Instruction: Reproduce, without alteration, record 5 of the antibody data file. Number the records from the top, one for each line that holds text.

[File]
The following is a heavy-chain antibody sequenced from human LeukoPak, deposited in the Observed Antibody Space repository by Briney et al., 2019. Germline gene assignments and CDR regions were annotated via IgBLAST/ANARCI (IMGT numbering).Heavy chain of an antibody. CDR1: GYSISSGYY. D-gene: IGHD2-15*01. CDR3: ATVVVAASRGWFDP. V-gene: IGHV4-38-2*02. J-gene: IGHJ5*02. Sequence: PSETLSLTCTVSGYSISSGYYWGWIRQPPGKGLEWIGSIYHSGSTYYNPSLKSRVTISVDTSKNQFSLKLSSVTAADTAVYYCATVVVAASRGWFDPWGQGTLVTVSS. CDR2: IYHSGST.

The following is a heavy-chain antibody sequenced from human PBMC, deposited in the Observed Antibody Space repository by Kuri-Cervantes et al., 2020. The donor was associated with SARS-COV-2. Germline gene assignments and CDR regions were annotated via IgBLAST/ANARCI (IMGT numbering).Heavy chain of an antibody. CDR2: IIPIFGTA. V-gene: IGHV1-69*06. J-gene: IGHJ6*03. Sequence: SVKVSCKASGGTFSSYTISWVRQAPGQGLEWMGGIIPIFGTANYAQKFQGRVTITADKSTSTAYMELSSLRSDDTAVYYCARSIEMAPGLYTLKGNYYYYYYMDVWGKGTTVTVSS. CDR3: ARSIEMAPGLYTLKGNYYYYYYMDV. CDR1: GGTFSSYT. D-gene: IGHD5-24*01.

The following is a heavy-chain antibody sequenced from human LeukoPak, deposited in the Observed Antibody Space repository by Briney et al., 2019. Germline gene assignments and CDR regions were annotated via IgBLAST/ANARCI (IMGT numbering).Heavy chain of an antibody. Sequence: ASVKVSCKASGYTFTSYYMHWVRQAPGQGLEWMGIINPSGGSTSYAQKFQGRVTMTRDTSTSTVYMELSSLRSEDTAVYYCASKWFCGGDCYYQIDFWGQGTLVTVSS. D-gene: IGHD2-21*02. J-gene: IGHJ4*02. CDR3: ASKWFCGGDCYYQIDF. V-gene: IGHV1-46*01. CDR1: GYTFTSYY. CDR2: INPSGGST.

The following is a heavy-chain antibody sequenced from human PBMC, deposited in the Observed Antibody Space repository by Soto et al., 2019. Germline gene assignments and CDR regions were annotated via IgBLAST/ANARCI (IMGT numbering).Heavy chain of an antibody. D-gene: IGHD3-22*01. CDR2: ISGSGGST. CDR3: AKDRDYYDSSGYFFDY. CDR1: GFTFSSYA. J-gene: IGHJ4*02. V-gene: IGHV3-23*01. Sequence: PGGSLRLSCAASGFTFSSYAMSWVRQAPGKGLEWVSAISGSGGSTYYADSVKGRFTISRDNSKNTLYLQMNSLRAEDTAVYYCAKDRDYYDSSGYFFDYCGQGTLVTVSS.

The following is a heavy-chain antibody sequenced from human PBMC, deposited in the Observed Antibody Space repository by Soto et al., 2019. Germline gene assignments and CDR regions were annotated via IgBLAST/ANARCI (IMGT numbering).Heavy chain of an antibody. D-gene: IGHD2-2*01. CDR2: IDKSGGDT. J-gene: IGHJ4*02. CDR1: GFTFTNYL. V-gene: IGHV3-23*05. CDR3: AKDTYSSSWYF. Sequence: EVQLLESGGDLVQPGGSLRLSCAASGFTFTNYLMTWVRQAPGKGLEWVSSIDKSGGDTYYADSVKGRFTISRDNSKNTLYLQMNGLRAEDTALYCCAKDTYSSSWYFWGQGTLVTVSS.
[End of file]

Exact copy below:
The following is a heavy-chain antibody sequenced from human PBMC, deposited in the Observed Antibody Space repository by Soto et al., 2019. Germline gene assignments and CDR regions were annotated via IgBLAST/ANARCI (IMGT numbering).Heavy chain of an antibody. D-gene: IGHD2-2*01. CDR2: IDKSGGDT. J-gene: IGHJ4*02. CDR1: GFTFTNYL. V-gene: IGHV3-23*05. CDR3: AKDTYSSSWYF. Sequence: EVQLLESGGDLVQPGGSLRLSCAASGFTFTNYLMTWVRQAPGKGLEWVSSIDKSGGDTYYADSVKGRFTISRDNSKNTLYLQMNGLRAEDTALYCCAKDTYSSSWYFWGQGTLVTVSS.